There they were, the slightly different backgrounds, the shift of eyes, the focus of a visage slightly turned. It was all there to compare, the dates of origin, the current ownership, the nuances of color and their emotional effect.
Five years’ work assembled these 30-odd works selected from 23 sources. Eighteen instances of repetition in all.
How better to illustrate? In a small room with a single bench we viewed on two screens, brief videos that use dissolves to fully convey the precision of Van Gogh’s repetitions. I watched as five Postmen morphed from one to the other.
I helped Roshna dial in the phone number for the audio tour but we both soon gave it up.
Roshna then took me through the rest of the Phillips collection, pointing in a Cezanne how the artist liked to mess with our minds by posing, in this case, a peach on a tilted plate, where it would surely roll down.
We absorbed the sensuality of Degas’ Women Combing Their Hair and the humor I perhaps alone perceived in Bonnard’s several adroitly arranged paintings.
As we wandered through the rooms she mentioned several times the music room downstairs, the piano, the Thursday night concerts.
She insisted Ivars (she refused to say his name correctly in the singular but Ivars seemed slightly amused so I adopted the plural too,)and I sit down and stare at the blocks of color in the Rothko room until we felt images emerge, images that weren’t really there.
Alas, I am not the talented visionary that is Roshna.
But Ivars did okay.
A long visit with the Collection’s anchor work, the Renoir, and it was time for the gift shop.
I resisted the Van Gogh doll emerging from an urn that had a removable velcro ear. Ivars was tempted by the heat sensitive coffee mug of Van Gogh that, its label claimed, when filled with hot liquid, you guessed it, the ear disappears.
As we pushed through the heavy doors into the lobby, my eyes sought the exterior. Was it raining?
It annoys me, Roshna complained in a light whisper, pointing to an umbrella rack, they make you leave your umbrella here. Anybody could just take it.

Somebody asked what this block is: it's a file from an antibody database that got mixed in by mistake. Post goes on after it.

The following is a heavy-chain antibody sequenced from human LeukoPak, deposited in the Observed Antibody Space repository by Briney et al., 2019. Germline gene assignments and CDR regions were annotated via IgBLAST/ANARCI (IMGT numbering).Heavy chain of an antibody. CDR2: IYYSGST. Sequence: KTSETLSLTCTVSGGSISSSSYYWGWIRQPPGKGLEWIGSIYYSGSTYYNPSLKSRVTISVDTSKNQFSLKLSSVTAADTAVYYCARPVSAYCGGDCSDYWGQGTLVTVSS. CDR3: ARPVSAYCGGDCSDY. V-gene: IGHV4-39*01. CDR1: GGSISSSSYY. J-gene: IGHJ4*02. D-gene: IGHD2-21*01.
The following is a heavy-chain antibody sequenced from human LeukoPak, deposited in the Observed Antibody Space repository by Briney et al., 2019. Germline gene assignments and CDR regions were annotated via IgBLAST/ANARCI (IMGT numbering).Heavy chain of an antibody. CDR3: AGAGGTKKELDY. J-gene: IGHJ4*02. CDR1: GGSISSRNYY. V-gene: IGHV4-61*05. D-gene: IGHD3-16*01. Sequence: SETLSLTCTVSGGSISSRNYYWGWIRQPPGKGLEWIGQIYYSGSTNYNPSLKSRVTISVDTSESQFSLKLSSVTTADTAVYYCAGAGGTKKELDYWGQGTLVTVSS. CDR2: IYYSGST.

I looked around the lobby at the LL Bean crowd.
I don’t think anyone would take my college-tour-sourced umbrella with the broken handle. I looked at the others in the rack and understood. These were not compact umbrellas. There were real wood handles, large panels of tasteful fabric.
As we headed south toward our car along the tight brick sidewalks, we took a slight detour to pose with a Mahatma Gandhi statue, larger than life in more ways than one.
“I remember him being a bit more emaciated,” I said, recalling a hunger strike.
“Yes,” Roshna agreed.
I wondered if the artist’s rendition was the Gandhi we wanted to see, a little healthier looking.
Roshna had me thinking about things differently.
As we drove home I asked Roshna how her business was faring.
Three years ago, we had met and spent hours chatting together as our sons rehearsed in the Blues Alley Youth Orchestra. I had witnessed the birth of her Wandering Docent idea, had given enthusiastic approval to her website and enjoyed listening over the months as her concept grew and thrived.
The assisted living centers love it, she said. She was achieving positive cash flow. Now she wants to figure how to extend Wandering Docent to the Met.
“I have never been to the Met,” I said.
Roshna was aghast.
Sometime when my sister is travelling, we must go to New York for a few days and I’ll take you to the Met.
She meant, of course, when her sister is visiting the White House with the brother-in-law who designs dresses for Michelle, her flat would be available.
“Sure,” I said, “maybe a long weekend.”